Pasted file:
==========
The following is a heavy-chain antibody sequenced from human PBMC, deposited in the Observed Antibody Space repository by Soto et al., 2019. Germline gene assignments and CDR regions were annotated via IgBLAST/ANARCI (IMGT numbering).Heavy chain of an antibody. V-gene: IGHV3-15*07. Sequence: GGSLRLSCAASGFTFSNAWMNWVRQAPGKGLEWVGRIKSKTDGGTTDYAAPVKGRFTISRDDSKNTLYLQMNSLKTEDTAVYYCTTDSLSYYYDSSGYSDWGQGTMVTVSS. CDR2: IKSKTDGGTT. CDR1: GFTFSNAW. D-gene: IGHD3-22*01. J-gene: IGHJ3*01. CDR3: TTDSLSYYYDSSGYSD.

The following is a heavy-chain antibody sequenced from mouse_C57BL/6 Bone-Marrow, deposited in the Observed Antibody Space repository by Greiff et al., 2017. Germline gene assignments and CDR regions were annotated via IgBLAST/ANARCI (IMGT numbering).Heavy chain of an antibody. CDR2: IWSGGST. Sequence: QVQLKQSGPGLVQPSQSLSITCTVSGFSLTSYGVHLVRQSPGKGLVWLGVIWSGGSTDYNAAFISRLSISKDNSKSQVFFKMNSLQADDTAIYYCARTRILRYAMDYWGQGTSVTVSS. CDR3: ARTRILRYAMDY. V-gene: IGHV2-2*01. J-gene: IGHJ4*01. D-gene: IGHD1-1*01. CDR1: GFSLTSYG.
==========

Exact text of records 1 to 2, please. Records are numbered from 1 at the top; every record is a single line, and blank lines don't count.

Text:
The following is a heavy-chain antibody sequenced from human PBMC, deposited in the Observed Antibody Space repository by Soto et al., 2019. Germline gene assignments and CDR regions were annotated via IgBLAST/ANARCI (IMGT numbering).Heavy chain of an antibody. V-gene: IGHV3-15*07. Sequence: GGSLRLSCAASGFTFSNAWMNWVRQAPGKGLEWVGRIKSKTDGGTTDYAAPVKGRFTISRDDSKNTLYLQMNSLKTEDTAVYYCTTDSLSYYYDSSGYSDWGQGTMVTVSS. CDR2: IKSKTDGGTT. CDR1: GFTFSNAW. D-gene: IGHD3-22*01. J-gene: IGHJ3*01. CDR3: TTDSLSYYYDSSGYSD.

The following is a heavy-chain antibody sequenced from mouse_C57BL/6 Bone-Marrow, deposited in the Observed Antibody Space repository by Greiff et al., 2017. Germline gene assignments and CDR regions were annotated via IgBLAST/ANARCI (IMGT numbering).Heavy chain of an antibody. CDR2: IWSGGST. Sequence: QVQLKQSGPGLVQPSQSLSITCTVSGFSLTSYGVHLVRQSPGKGLVWLGVIWSGGSTDYNAAFISRLSISKDNSKSQVFFKMNSLQADDTAIYYCARTRILRYAMDYWGQGTSVTVSS. CDR3: ARTRILRYAMDY. V-gene: IGHV2-2*01. J-gene: IGHJ4*01. D-gene: IGHD1-1*01. CDR1: GFSLTSYG.